UBS Brings Back Sergio Ermotti As CEO
Ermotti held the chief executive post for nine years, coinciding with the 2008-2009 financial crisis and problems at UBS itself. During his tenure, UBS pivoted more towards wealth management, cut risk exposures, and consolidated its position as the dominant of the two main universal Swiss banks.
UBS has decided to bring back former CEO Sergio Ermotti to the post as Switzerland’s biggest bank pushes ahead with integrating Credit Suisse. Ermotti was chief executive of UBS for nine years until 2020, having guided that bank from the crisis period of 2008-2009 when UBS was itself under pressure.
The appointment means that Ralph Hamers, who has been CEO since November 2020, will step down. Hamers, who had joined from Netherlands’ ING, was seen very much as a figure taking UBS down a more digital path.
Shares in UBS were up 1.61 per cent around 09:30 am Swiss time, at SFr18.02 per share.
The decision over a week ago by UBS – with backing from the Swiss government and central bank – to buy embattled Credit Suisse for SFr3 billion ($3.2 billion) means that UBS is now Switzerland’s sole remaining universal bank. And the lender is now very much the face of Swiss banking globally. Credit Suisse's demise, and the failings in the US of Silicon Valley Bank, have sent shockwaves through financial markets, hitting shares of other banks and prompting concerns about the robustness of the system. In Germany, for example, shares of Deutsche Bank have fallen.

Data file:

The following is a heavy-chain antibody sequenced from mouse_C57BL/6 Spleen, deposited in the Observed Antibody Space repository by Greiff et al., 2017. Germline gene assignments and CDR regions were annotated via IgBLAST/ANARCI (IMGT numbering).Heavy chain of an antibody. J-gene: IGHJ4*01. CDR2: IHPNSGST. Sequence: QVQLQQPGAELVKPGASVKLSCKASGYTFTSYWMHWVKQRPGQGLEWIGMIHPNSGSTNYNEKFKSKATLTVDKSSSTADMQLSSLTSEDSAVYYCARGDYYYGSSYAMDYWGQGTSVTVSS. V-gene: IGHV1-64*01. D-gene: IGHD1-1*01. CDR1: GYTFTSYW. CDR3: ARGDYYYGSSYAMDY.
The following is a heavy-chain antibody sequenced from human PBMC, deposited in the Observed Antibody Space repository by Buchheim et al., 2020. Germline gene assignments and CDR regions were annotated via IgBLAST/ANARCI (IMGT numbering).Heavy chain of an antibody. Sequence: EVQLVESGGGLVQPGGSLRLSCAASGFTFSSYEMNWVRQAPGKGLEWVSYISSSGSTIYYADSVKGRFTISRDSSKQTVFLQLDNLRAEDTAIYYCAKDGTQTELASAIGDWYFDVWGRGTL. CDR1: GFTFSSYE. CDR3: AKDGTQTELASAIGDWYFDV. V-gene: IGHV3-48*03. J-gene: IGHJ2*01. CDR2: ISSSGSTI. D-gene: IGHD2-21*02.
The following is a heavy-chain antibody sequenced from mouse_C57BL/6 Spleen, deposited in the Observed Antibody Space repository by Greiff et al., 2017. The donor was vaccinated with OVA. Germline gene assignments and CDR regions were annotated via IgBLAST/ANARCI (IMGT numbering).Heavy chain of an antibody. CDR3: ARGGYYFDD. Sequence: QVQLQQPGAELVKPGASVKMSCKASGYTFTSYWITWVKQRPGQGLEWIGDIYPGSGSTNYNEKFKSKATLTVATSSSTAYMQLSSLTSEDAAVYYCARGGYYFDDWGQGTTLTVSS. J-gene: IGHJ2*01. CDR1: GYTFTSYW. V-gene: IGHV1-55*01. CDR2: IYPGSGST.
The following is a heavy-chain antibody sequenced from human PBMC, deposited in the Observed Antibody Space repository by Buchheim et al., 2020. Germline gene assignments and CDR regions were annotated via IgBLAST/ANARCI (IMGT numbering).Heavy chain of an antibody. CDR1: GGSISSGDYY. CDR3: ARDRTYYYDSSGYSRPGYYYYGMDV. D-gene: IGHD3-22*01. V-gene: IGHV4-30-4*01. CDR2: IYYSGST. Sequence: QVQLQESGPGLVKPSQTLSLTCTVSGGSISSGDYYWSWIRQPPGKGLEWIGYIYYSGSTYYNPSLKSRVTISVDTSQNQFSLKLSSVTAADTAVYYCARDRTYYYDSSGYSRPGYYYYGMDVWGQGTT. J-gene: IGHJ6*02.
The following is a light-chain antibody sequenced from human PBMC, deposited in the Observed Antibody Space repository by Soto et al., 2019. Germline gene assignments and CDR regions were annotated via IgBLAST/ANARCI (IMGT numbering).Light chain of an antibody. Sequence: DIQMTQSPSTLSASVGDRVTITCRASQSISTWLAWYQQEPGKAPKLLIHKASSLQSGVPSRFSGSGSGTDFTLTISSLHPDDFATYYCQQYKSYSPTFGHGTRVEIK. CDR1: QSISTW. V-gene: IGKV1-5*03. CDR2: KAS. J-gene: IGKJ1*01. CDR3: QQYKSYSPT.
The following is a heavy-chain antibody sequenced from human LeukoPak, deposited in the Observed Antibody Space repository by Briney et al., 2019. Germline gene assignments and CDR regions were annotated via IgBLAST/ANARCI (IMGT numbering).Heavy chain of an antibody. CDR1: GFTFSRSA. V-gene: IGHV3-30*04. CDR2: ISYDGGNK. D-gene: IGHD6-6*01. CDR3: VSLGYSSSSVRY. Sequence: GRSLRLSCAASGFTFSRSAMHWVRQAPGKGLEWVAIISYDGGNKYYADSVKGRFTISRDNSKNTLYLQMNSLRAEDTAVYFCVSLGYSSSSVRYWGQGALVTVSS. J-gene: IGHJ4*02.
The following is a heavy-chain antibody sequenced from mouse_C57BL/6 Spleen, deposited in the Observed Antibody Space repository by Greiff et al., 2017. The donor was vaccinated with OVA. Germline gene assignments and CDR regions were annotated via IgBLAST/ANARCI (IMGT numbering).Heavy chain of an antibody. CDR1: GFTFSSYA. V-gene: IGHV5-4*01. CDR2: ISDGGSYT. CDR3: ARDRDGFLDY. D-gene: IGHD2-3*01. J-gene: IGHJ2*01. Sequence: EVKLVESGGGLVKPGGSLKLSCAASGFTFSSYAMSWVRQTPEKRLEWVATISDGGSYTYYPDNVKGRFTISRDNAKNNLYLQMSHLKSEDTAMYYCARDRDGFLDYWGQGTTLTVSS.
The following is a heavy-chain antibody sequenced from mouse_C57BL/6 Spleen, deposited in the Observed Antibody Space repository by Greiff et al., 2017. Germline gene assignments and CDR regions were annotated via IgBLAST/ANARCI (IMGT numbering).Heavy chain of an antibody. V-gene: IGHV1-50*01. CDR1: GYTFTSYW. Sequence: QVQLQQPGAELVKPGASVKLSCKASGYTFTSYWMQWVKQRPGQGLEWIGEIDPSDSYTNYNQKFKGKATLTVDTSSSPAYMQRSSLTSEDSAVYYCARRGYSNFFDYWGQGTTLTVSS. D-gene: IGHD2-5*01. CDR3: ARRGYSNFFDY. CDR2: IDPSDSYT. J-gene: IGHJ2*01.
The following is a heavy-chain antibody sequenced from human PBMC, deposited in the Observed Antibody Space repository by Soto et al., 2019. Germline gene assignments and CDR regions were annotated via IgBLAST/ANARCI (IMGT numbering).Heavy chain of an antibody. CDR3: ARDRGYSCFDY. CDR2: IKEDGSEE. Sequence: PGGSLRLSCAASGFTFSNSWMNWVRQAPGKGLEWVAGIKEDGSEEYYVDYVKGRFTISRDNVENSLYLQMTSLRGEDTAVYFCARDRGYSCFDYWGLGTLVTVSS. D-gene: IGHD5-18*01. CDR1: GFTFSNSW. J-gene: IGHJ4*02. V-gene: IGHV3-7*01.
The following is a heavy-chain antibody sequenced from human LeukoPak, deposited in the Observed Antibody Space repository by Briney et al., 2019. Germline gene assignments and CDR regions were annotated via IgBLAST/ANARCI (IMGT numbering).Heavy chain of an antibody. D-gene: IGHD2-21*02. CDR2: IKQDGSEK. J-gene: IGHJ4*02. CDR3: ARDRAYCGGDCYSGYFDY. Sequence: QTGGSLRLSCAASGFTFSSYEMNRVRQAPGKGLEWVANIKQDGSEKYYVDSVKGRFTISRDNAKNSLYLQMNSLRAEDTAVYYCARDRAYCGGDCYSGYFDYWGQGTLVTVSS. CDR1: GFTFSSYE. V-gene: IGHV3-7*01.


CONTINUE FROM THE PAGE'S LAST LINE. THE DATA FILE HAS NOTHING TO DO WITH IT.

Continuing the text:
“The board made the decision to appoint Sergio P Ermotti as chief executive officer in light of UBS’s new priorities following its planned acquisition of Credit Suisse,” UBS said in a statement today.
Hamers will remain at UBS and work alongside Ermotti as an advisor during a transition period, the bank continued. “The board wishes to express its deep gratitude to Ralph Hamers for his outstanding leadership, steering UBS to record results in two successive years, and for his instrumental role in bringing about the Credit Suisse acquisition.”
UBS was preparing to hold a press conference at 09:30 am Swiss time on the appointment (this publication may update details in due course).
The UBS statement stressed Ermotti’s accomplishments in how he “successfully repositioned UBS following the severe challenges arising from the Global Financial Crisis.”
“In particular, he built financial strength and improved resilience by putting the firm’s leading global wealth and asset management business, and Swiss universal bank, at its core. He swiftly transformed the investment bank by cutting its footprint and achieved a profound culture change within the bank which allowed it to regain the trust of clients and other stakeholders, while restoring people’s pride in working for UBS,” it said. ”This unique experience, together with his deep understanding of the financial services industry in Switzerland and globally, make Sergio P Ermotti ideally placed to pursue the integration of Credit Suisse,” it said.
Ermotti is chairman of Swiss Re and to enable an orderly transition at that firm, he will stand for re-election at its annual general meeting on 12 April; he intends to step down after the AGM, following a short handover period.
The bank said that Hamers has “successfully managed UBS through a challenging market environment and has delivered record results in two successive years.”
“The financial performance and capital strengths of the group have allowed him to achieve record returns for shareholders through dividends and share repurchases, which has benefited the share price. Finally, Ralph was instrumental in delivering the acquisition of Credit Suisse under extreme circumstances, to the benefit of both banks and the stability of the Swiss financial system,” it added.
Hamers said: “Integrating Credit Suisse is UBS’s single most important task and I am confident that Sergio will successfully guide the bank through this next phase. I am of course sorry to leave UBS, but circumstances have changed in ways that none of us expected. I am stepping aside in the interests of the new combined entity and its stakeholders, including Switzerland and its financial sector – it has been a pleasure and privilege to lead this great bank to where it is today.”